Henry, RIP

Back around 2002 we had this older guy who used to frequent our store.  His name was Henry. Now at the time Henry had to have been 90 years old or more.  His son, who himself was in his 70’s, would drop him off at our door and come back and pick him up an hour or two later.  Let me tell you what little we knew about Henry.

The first day this old guy comes to my counter he has a handful of old black and white photographs that he wants to know if we can make copies of.  Our color copier at the time made excellent black reproductions of photos so we were easily able to take care of this for him.  He would use a glue stick and place them on a blank piece of paper, leaving room between them which we were told later that he would write notes about that particular photo.  It seems that Henry was making a book about his life to leave for his grand kids and great grand kids. Nice idea.

So 2 or 3 days a week my store was visited by this old guy making copies.  During his visits he would love to regale us with stories about his past.  It seems that Henry and his family used to do USO shows back in the day.  He would show us pictures of him and his wife in the Morocco, Spain, Taiwan and so on while performing for the troops.  He would show us pictures of him with Bob Hope or some other celebrity, shots of him on stage in front of hundreds of troops and so on, each accompanied by a long-winded story that every employee in my shop heard at least more than once.  We saw action shots of his act, heard stories about some questionable women, meeting celebs and on and on. His stories often provided some relief on a busy, hectic day.  Nobody minded and we all took turns waiting on him so he could recycle his storeis to everyone.

In late 2006 I noticed that Henry started having us copy bunches of pictures that I know we have copied for him in the past.  I want his money but I want to give him a product or service FOR that money.  Making repeats just felt like I was taking advantage of someone who’s memory might not be up to par.  So one day when his son pulled up to drop him off, I had my counter chick (that is what she called herself)  go wait on him while I ran out the other door to intercept the son.  I managed to get him before he drove away and told him what was going on.  Pretty much told him that we all loved Henry but that we noticed he was making copies of pictures that we all recall running before.  I didn’t want him to think we were taking advantage of his dad or anything and asked him what we should do.  He told me “just keep taking his money as long as you don’t mind his stories.  He loves all you guys and looks forward to coming here.  Unless he tries to spend $400 or something, just take it.  Thanks for being nice to dad”.  So we kept waiting on Henry and listening to his stories.  Sometimes we would mention to him that we thought we had copied this picture already and he would say thanks and whip out another one, sometime he would just say that he needed one more copy.  And on we went, pictures being copied and stories being past.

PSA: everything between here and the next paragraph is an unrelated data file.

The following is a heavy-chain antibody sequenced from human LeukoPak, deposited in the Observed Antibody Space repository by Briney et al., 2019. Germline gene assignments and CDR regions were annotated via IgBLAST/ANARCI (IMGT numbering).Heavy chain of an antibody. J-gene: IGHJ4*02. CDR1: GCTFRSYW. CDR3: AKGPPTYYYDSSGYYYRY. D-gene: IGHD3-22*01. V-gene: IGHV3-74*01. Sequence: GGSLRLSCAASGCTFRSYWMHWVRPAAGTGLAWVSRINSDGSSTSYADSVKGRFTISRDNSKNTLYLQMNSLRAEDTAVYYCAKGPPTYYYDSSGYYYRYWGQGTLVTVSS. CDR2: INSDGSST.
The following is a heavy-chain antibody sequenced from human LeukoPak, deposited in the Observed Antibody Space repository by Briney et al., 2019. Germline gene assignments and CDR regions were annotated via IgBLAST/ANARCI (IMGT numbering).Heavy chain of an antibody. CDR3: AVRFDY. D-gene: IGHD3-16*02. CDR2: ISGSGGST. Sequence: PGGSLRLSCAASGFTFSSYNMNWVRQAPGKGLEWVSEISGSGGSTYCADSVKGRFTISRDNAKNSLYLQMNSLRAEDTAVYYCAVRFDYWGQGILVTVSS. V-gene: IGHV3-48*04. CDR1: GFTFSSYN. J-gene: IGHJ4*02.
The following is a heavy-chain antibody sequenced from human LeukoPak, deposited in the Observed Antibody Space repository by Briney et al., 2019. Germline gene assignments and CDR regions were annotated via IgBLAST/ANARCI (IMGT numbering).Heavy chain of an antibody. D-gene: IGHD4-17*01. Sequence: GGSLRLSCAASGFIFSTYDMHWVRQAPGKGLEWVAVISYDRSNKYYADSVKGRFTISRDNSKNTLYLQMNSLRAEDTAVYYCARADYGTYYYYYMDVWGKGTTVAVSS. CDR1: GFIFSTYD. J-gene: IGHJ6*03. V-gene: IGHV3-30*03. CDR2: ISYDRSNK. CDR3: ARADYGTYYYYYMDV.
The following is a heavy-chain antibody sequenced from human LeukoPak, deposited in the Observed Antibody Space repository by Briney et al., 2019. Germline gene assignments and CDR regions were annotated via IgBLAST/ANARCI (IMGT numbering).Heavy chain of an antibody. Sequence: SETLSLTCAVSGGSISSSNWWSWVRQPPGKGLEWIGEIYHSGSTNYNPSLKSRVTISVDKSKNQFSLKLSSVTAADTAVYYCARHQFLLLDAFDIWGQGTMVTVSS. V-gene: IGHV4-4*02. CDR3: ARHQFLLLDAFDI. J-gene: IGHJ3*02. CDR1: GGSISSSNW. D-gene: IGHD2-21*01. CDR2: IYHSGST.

Around Christmas that year Henry told us he was going to be gone for a bit.  I forget why but I think I remember something about visiting another of his kids for a bit.  That was the last we saw of Henry.  We didn’t think anything of it at first since he had told us he would be away,  but four months later we realized we haven’t seen Henry.  We also realized that we didn’t have a phone number or any way to try and get a hold of him and see what’s up. We never saw Henry again  and had no clue what had happened.

Just this morning a customer came into my store wanting to make a hardcover ‘memory book’ of her life to give to her grand kids that chronicled her journey from Romania to now in the U.S. of A. After she left I started thinking about Henry again, and with the power of the internet I found out that Henry had passed in March of 2007 at the age of 98.  I am so sad, and pissed off at myself, that I had not found this out earlier as I would have surely attended the service out of respect for the man. I don’t like posting real names of non-public figures, but this post is in memory of Henry Balabanow.  Below is his obituary.

Henry L. Balabanow, age 98, of Bloomingdale, beloved husband of the late Anna May; loving father of Larry and Carol; dear brother of Walter (Jean), Lilyann Payne and the late Paul (the late Peggy), John, William, Mary (the late Robert) Gardner and Olga Hasslocher. Performed as a theater musician with many celebrities including Bob Hope, the Andrew Sisters and Sammy Davis, Jr. He worked as a stage manager for the U.S.O in battle zones in Germany, France, Italy, Middle East, Morocco, Spain, Korea, Japan, Vietnam, Taiwan, The Phillapene and the Pacific Islands. Henry passed March 11, 2007.

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